Wednesday, July 9, 2014

Some thoughts on the Hobby Lobby case

On Monday, June 30, 2014, the Supreme Court handed down a ruling that stated that closely-held for-profit corporations could not be forced to directly pay for insurance coverage for abortifacients against the owners’ beliefs. This is a victory for religious freedom, and not, in anyway, part of a ‘war on women’. Access to birth control is not hindered, rather the responsibility to pay is placed on the user, not the employer or insurance company. Beside this, Hobby Lobby, the chief plaintiff in the case, was willing to insure 16 of the 20 forms of birth control the HHS Mandate required, just not the four (Ella, Plan B, IUD and copper IUD) which are known to prevent implantation of a newly conceived life. As a Catholic, I cannot endorse the use of any of these covered birth control forms, even the 16 forms that Hobby Lobby would pay for, though. Most hormonal forms are carcinogenic, some come with high risk factors, and all interrupt the mutual self-gift of husband and wife in the marital embrace by holding back one’s fertility. The Church’s desire for sexual expression is that it is free, total, faithful, and permanent. As Paul VI prophesied in his Encyclical Humanae Vitae in 1968, the use of contraception would lead to a break down of families and society (divorce, cohabitation, etc), an objectification of women (the sex trade, porn, and ‘using’ of women), and sins against life (abortion and euthanasia).
Those opposed to the ruling seem to be on three issues. First, they see any limit of birth control, even abortifacients and direct abortion, as a limitation on their rights. Complicating this case is the employers' refusal to pay for them as the HHS mandates, a mandate that is illegal according to the Supreme Court as there are other less restrictive means. Access is not hindered, but, as it was before the ACA and HHS Mandate, if it is not covered by insurance, it is the patient's responsibility to pay for it. Note, too, that the ACA does not fully cover all medications, even lifesaving or necessary ones. Why should 'treatments' for optional activities be covered. Yes, it is a different worldview, but pregnancy is not a disease. Those that state that these forms protect against STDs need to look again - most of them do not, and certainly not the four that Hobby Lobby is refusing to cover.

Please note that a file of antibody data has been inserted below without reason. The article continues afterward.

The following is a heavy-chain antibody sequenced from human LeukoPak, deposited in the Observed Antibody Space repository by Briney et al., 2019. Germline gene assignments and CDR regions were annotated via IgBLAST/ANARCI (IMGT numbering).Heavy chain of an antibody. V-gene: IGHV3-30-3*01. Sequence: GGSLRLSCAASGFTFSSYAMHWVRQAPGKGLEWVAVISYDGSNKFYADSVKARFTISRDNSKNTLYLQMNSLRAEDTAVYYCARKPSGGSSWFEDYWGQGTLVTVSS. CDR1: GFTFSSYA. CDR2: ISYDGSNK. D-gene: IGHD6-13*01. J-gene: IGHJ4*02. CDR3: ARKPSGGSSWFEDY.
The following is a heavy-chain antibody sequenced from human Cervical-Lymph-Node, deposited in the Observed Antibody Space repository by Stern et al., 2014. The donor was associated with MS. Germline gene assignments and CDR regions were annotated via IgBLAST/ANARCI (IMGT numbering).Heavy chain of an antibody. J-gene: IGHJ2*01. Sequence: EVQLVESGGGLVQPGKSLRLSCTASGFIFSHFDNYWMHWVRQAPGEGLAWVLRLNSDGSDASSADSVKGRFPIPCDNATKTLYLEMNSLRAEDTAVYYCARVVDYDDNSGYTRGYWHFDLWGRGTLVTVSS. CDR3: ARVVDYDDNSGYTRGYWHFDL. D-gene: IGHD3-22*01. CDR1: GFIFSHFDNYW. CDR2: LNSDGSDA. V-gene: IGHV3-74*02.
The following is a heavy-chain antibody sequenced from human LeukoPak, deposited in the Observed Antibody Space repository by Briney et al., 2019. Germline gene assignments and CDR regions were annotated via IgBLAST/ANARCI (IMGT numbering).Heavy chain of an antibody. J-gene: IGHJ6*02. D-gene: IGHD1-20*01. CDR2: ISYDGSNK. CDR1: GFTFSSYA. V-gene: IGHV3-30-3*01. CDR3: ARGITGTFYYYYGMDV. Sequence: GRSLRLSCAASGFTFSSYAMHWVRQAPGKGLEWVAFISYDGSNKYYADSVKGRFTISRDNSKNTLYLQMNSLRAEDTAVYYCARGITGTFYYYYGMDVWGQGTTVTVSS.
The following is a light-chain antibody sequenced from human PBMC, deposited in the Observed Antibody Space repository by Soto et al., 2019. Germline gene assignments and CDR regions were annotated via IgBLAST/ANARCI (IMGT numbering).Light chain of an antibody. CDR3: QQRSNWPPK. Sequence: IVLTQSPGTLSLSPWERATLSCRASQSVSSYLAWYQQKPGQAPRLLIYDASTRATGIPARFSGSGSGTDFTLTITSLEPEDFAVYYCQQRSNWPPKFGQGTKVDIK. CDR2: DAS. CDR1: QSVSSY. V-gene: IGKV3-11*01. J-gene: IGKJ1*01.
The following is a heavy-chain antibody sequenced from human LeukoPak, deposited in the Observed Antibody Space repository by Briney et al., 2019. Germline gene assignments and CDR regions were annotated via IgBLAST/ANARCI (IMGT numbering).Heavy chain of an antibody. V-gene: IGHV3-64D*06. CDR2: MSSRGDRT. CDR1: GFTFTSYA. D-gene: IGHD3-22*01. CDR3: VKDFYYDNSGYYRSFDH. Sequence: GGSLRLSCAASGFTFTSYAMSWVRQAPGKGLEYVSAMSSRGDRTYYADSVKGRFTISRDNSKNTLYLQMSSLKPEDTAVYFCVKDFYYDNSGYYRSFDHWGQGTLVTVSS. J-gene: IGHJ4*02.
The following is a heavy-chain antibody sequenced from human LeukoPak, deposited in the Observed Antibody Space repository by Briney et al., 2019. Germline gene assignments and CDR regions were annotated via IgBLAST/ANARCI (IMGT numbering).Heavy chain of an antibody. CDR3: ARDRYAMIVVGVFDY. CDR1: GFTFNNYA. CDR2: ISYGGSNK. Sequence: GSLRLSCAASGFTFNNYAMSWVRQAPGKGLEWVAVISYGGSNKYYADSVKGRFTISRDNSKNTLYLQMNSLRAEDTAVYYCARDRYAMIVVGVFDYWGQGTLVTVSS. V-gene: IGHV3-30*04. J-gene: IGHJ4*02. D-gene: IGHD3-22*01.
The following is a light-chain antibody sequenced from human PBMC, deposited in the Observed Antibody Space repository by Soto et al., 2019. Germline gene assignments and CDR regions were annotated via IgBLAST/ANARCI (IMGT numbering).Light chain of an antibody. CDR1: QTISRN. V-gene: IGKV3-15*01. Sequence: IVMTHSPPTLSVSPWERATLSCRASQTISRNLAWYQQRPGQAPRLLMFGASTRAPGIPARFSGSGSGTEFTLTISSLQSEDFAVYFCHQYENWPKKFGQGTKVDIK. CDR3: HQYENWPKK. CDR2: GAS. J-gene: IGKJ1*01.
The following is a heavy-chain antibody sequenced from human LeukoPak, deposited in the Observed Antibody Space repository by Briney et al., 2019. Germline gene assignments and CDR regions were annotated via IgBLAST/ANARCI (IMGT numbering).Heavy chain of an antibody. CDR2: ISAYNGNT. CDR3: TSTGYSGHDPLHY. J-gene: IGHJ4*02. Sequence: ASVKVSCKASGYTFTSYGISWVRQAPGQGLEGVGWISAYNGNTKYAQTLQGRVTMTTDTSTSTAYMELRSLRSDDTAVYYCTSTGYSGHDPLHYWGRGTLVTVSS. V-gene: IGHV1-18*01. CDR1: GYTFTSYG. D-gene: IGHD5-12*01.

They also claim that corporations are not persons (sad that they also say the unborn are also not persons with rights). Legally, corporations are described as persons, however they are not people. As a legal person, corporations can have views and values. The same people that decry this decision on this ground are boycotting other corporations, to punish them, that do not hold their personal values. Just look up Chik-filla or Mozilla/Firefox - the owners stated something again political correctness, and then held the corporation responsible! They cannot have it both ways!
Those opposed to the ruling suggest that it is none of the boss’s business - I could not agree more! It is not the boss’s business to pay for it. As a commentator put it, I have the right to have a gun - I do not have the right to force an employer to purchase it for me.
What is most disheartening in all of this is that the most effective form of family planning, that takes into account the purpose of sexual expression and the Catholic Faith, is not covered! Natural Family Planning teaches a couple the signs of fertility, and if they are mutually fertile, they can either choose to not be sexually active, or to accept the possibility of conception. It is cheap, reliable, and fully moral! What I love most is that it actually is scientific, and gives women especially knowledge of how their bodies work. It is not simply taking a pill to treat a healthy system as a disease. NFP is not contraception - it does not interrupt the sexual act because there is no sexual act. Can it be used immorally? Perhaps, if the couple is completely opposed to life and have a contraceptive mentality. This, however, does not make NFP immoral. For more information on NFP, see the USSCB'S page, a non-affliated site, the Creighten Model, the Couple-to-Couple League, or even the Health and Human Services information (note that they use the statistic the 1-25 couples practicing NFP may become pregnant, but this may include those that are using NFP to achieve pregnancy!)